The Fed's 'Bizarro' World
NEW YORK (TheStreet) -- The Seinfeld TV comedy series had an episode titled "The Bizarro Jerry" in which everything "normal" was turned upside down and inside out. The Federal Reserve seems to have accomplished something similar with its experimental Quantitative Easing (QE) policies.
For the first time in a long time, underlying economic fundamentals are turning positive. Ordinarily, this would be good news for investors. But in today's upside-down, topsy-turvy, bizarre markets, "good" news is bad for investors. The blame for this is squarely on the Fed's QE policies and similar policies adopted by other central bank mimes.
The Good News
In the labor markets, job openings continue to be hard to fill (JOLTS report), layoffs and firings are at levels not seen since 2007 (Initial Jobless Claims, week of Aug. 10), and Voluntary Quits ("Take This Job and Shove It") are rising.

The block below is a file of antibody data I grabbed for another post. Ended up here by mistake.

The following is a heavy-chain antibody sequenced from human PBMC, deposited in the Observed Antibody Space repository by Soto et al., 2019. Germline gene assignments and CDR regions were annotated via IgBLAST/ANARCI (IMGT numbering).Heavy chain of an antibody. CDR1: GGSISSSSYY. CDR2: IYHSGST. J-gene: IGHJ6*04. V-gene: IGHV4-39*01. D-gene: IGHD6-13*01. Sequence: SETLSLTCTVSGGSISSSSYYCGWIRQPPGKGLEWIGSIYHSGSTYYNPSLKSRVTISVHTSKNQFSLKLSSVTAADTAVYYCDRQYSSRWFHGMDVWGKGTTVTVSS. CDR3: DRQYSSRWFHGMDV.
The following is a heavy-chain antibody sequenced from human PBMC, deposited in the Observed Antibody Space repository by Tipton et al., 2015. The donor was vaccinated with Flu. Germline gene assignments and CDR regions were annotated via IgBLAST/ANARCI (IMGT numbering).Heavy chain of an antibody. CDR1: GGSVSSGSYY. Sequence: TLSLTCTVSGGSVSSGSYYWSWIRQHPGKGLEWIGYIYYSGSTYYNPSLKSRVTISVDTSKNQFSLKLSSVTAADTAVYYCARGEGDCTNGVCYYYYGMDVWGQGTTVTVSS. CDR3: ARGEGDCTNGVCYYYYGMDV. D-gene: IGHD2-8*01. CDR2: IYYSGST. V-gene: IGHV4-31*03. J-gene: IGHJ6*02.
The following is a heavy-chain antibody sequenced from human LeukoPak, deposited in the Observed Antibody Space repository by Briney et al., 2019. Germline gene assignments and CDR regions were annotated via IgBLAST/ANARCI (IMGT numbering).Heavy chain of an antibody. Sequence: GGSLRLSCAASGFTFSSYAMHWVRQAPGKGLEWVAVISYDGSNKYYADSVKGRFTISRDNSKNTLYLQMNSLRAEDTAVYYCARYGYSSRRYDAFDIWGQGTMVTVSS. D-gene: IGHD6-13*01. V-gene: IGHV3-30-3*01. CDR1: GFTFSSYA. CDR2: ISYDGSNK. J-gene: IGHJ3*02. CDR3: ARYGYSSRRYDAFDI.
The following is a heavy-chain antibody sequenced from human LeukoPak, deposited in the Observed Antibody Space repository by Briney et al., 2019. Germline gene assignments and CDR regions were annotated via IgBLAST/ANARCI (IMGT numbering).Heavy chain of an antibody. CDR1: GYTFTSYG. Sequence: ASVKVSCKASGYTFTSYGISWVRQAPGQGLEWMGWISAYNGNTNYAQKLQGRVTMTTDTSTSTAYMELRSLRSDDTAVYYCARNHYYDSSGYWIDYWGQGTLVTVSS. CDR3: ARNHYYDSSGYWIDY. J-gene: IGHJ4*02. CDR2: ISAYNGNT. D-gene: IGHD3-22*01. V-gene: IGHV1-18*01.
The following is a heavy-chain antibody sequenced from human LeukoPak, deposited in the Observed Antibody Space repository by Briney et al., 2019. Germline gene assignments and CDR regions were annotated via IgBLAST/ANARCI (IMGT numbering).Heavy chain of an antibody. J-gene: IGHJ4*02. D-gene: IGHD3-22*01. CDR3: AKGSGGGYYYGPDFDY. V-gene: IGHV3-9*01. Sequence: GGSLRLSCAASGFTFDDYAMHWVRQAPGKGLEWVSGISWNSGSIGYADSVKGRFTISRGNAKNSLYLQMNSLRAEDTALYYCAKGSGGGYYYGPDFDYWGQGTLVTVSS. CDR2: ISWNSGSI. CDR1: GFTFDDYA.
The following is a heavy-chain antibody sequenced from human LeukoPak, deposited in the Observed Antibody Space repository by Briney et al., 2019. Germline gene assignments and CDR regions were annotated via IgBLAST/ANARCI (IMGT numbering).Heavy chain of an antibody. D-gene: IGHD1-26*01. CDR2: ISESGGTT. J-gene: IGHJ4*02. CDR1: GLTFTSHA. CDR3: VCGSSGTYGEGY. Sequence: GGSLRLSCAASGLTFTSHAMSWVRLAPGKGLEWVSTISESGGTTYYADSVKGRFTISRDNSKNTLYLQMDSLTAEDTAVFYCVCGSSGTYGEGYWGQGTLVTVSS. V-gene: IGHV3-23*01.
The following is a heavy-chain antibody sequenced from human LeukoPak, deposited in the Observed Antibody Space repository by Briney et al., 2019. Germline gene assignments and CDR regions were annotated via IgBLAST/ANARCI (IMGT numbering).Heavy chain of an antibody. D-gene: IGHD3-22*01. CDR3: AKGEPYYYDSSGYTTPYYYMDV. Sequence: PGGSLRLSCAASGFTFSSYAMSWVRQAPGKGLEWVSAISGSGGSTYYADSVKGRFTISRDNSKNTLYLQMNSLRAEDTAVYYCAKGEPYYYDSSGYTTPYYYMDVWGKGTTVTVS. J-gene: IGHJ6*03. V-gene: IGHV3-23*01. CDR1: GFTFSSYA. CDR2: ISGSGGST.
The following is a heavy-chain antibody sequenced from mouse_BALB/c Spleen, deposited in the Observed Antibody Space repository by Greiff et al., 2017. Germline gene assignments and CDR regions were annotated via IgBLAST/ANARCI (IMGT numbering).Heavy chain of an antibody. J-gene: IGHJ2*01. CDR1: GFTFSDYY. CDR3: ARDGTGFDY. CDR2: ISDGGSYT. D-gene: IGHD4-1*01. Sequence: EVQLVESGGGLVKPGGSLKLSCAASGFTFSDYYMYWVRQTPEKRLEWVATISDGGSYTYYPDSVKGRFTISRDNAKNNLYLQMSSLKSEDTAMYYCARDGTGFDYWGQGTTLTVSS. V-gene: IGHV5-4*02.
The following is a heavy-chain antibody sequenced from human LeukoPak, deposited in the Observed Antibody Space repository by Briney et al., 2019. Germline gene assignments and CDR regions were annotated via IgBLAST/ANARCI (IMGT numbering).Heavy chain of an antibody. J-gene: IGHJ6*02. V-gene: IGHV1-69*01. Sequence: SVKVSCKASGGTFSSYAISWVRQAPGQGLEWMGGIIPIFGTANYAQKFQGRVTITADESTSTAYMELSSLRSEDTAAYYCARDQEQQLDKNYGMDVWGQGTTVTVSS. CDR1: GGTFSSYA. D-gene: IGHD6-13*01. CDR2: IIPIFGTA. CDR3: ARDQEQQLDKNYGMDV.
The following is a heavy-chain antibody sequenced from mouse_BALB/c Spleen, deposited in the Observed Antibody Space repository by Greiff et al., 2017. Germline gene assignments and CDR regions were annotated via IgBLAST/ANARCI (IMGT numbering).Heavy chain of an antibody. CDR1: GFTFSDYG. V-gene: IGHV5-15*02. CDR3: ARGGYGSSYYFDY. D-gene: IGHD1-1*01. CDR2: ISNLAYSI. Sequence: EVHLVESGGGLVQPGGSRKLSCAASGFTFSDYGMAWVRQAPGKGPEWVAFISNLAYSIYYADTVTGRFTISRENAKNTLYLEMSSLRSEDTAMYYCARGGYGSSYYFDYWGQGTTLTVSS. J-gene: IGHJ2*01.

The consumer appears to be holding up (retail sales), and deleveraging appears to be on its last legs (rising credit card and auto debt). Europe looks like it has bottomed (positive second-quarter GDP growth), and the news from China shows higher growth levels than penciled in by the pundits.Normally, such news would be accompanied by rising equity prices, but not this time. In the U.S., the U.K., Europe, and Japan, recent positive economic data has been met with equity market selloffs. On Aug 15, the Dow Jones Industrial Average sold off 218 points despite five-year lows in jobless claims, a continuation of positive retail sales trends, and high and rising homebuilder confidence, a good leading indicator of future home sales. The table shows the performance of the world's equity markets with activist central banks for the year until the Fed's "tapering" announcement on May 22, and then from May 22 to Aug 15. Note that until May 22, the markets with activist central banks performed quite well despite relatively stagnant economies, but after the "tapering" announcement, equity prices have been less than stellar. Normally, during the first signs of a change in policy toward tightening, what we find is both rising interest rates and rising stock prices because monetary policy tightening means a strengthening economy.
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